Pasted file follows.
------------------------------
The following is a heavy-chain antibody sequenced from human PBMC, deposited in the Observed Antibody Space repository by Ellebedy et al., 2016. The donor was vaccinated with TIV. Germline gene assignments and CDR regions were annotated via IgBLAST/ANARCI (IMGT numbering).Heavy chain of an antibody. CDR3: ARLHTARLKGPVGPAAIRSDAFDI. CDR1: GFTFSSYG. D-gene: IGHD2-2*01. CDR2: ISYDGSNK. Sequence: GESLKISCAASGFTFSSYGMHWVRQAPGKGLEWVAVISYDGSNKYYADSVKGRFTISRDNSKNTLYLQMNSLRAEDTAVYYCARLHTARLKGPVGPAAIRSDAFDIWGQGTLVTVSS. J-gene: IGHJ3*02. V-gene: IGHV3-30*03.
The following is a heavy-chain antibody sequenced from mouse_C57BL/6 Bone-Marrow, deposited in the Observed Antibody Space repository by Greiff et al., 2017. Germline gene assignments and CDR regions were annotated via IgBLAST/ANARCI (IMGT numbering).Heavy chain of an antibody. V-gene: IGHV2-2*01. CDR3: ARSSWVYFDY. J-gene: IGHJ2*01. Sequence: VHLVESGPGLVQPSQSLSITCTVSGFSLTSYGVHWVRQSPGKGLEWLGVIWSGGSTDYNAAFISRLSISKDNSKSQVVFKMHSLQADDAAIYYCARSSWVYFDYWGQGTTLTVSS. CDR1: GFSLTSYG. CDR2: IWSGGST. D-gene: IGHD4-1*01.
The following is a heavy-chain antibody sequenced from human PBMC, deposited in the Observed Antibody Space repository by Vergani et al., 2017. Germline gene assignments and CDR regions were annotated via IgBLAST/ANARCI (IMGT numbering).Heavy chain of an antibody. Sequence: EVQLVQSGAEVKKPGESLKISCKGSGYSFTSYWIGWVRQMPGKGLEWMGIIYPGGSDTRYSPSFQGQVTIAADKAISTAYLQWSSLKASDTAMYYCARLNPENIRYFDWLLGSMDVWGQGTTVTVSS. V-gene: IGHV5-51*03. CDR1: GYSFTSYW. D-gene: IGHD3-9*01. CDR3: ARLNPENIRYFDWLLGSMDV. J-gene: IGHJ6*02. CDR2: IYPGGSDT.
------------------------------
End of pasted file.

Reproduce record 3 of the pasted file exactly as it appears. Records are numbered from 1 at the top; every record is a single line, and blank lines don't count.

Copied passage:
The following is a heavy-chain antibody sequenced from human PBMC, deposited in the Observed Antibody Space repository by Vergani et al., 2017. Germline gene assignments and CDR regions were annotated via IgBLAST/ANARCI (IMGT numbering).Heavy chain of an antibody. Sequence: EVQLVQSGAEVKKPGESLKISCKGSGYSFTSYWIGWVRQMPGKGLEWMGIIYPGGSDTRYSPSFQGQVTIAADKAISTAYLQWSSLKASDTAMYYCARLNPENIRYFDWLLGSMDVWGQGTTVTVSS. V-gene: IGHV5-51*03. CDR1: GYSFTSYW. D-gene: IGHD3-9*01. CDR3: ARLNPENIRYFDWLLGSMDV. J-gene: IGHJ6*02. CDR2: IYPGGSDT.